def hello
 puts "hi there"
# In Ruby 1.9.3, this will print 'false' and then 'true'
puts Object.private_instance_methods.member? :hello
puts Object.methods.member? :hello

I am just now beginning to realize how much Ruby is truly an object oriented language through and through. Parts of the language design might seem ad hoc and magical, which is indeed part of Ruby’s beauty and allure, but some very consistent and elegant mechanisms under the hood are what make them work.

(I’ve eagerly ordered Shaughnessy’s book, Ruby Under a Microscope, which looks terrific.)

Arriving Late to the Party


I started playing with Ruby this past week, at the suggestion of a coworker I respect who thinks highly of the language, and of Rails. I’ve found Programming Ruby 1.9 & 2.0 to be an excellent way to get started.

Now, it’s only been a week, but so far? I really love it.

This surprised me.

Some first thoughts and impressions, subject to change:

1) Ruby is VERY expressive. I’m astounded by what you can do in a few short lines of code. I wasn’t initially thrilled about some of its uses of character symbols, obviously borrowed from Perl, but these are actually pretty judicious and not as bad as I expected.

2) There’s a commonplace idea that Python and Ruby are redundant: if you know one, there’s not a lot of reason to learn the other. I can see this, as they do have many overlapping features and roles, but their philosophies could not be more different. So from an experiential standpoint rather than a business one, they’re both worth learning.

3) Things that Ruby does better than Python: the object orientation is stronger (access controls, single inheritance with a powerful mixin mechanism, most[?] operators are methods); blocks are way more powerful than lambdas; regexes are native constructs; Ruby’s symbols are a nice feature taken from Lisp.

4) I hate that ‘require’ autoimports things into your namespace, like Perl does. This is where I much prefer Python’s ‘import’ statement. For the love of God, DO NOT TOUCH MY NAMESPACE unless I say so. (EDIT: this is actually incorrect! Files that get required typically define modules, which are constants in a global namespace, which is quite different from autoimporting names into the current namespace, like Perl.)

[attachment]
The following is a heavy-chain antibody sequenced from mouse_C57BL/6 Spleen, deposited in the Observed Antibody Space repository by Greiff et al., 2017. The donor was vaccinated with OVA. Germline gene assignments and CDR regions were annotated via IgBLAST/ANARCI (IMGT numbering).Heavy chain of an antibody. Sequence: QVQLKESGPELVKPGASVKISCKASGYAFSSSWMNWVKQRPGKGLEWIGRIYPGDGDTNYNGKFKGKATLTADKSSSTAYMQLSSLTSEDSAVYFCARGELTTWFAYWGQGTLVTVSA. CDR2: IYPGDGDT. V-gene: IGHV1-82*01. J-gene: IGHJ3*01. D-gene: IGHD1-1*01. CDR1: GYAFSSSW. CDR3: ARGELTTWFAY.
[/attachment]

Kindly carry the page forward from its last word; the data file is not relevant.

5) The fact that strings are mutable is one of those things that filled me with horror, but I’m not sure it actually matters that much in practice.

6) If Why’s Poignant Guide to Ruby doesn’t inspire you to learn and use Ruby, you may not be human.

As a learning exercise, I rewrote a short Python script that watches RSS feeds for certain keywords. It’s available on github. Even as a newcomer (albeit one with Perl and Python experience), writing the code was intuitive and painless. In fact, it was a strangely pleasing experience. The code could be improved, I’m sure, but arriving at a decent, clean first pass wasn’t hard to do at all.

This feels like a good time to look at Ruby. The initial frenzy and excitement over Ruby, and Rails, in the mid-to-late 2000s has died down considerably, displaced by the current wave of languages focusing on concurrency. Yet its performance, once a huge blight, has been quietly improving from 1.8 to 1.9 to 2.0, and the ecosystem (gems, rbenv, rake) seems very mature.

Now that it’s no longer sexy, it can focus on doing what it was designed for in the first place: making programmers happier to be writing code. Languages these days are emphasizing features and power, but how many actually tout your happiness as its primary reason for existence?